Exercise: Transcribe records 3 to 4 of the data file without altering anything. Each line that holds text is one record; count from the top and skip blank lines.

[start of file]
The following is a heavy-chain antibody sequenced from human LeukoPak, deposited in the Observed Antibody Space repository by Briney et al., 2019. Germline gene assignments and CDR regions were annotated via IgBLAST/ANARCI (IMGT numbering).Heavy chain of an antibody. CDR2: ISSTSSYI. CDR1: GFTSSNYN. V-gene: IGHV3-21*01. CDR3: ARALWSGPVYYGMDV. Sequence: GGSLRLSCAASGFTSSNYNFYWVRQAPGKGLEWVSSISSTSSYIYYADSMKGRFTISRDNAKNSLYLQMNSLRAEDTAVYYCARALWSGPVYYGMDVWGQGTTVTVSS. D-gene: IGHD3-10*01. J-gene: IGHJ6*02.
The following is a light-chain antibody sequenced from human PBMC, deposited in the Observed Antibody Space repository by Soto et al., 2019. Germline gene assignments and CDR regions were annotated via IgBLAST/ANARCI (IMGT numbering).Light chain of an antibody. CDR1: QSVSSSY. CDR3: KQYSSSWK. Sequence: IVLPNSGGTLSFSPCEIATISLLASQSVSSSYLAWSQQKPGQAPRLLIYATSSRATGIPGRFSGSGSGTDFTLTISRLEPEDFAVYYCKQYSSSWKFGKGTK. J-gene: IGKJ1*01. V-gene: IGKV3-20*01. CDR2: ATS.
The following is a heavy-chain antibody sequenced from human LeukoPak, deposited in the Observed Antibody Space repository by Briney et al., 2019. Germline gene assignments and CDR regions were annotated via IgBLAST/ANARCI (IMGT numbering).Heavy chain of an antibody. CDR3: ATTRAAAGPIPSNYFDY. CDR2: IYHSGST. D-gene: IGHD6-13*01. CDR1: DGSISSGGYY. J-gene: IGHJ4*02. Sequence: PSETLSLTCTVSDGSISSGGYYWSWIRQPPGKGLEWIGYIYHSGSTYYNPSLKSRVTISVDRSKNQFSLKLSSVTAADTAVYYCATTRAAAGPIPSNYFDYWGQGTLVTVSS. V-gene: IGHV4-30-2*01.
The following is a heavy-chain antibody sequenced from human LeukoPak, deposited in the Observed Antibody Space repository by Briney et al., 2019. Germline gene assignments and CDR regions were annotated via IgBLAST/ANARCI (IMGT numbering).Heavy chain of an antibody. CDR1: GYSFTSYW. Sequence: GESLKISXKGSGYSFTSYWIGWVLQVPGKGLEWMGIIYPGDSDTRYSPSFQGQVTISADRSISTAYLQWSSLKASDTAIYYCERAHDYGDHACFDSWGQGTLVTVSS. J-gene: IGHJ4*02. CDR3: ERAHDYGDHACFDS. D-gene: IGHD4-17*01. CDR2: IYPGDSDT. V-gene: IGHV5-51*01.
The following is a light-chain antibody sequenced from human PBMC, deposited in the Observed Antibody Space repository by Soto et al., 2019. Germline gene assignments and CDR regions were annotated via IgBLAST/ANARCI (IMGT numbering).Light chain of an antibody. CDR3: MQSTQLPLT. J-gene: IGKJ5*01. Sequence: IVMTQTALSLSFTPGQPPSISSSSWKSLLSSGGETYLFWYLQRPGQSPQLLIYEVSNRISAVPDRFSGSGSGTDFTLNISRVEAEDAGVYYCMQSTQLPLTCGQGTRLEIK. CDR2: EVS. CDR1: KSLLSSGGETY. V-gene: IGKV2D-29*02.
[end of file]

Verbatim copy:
The following is a heavy-chain antibody sequenced from human LeukoPak, deposited in the Observed Antibody Space repository by Briney et al., 2019. Germline gene assignments and CDR regions were annotated via IgBLAST/ANARCI (IMGT numbering).Heavy chain of an antibody. CDR3: ATTRAAAGPIPSNYFDY. CDR2: IYHSGST. D-gene: IGHD6-13*01. CDR1: DGSISSGGYY. J-gene: IGHJ4*02. Sequence: PSETLSLTCTVSDGSISSGGYYWSWIRQPPGKGLEWIGYIYHSGSTYYNPSLKSRVTISVDRSKNQFSLKLSSVTAADTAVYYCATTRAAAGPIPSNYFDYWGQGTLVTVSS. V-gene: IGHV4-30-2*01.
The following is a heavy-chain antibody sequenced from human LeukoPak, deposited in the Observed Antibody Space repository by Briney et al., 2019. Germline gene assignments and CDR regions were annotated via IgBLAST/ANARCI (IMGT numbering).Heavy chain of an antibody. CDR1: GYSFTSYW. Sequence: GESLKISXKGSGYSFTSYWIGWVLQVPGKGLEWMGIIYPGDSDTRYSPSFQGQVTISADRSISTAYLQWSSLKASDTAIYYCERAHDYGDHACFDSWGQGTLVTVSS. J-gene: IGHJ4*02. CDR3: ERAHDYGDHACFDS. D-gene: IGHD4-17*01. CDR2: IYPGDSDT. V-gene: IGHV5-51*01.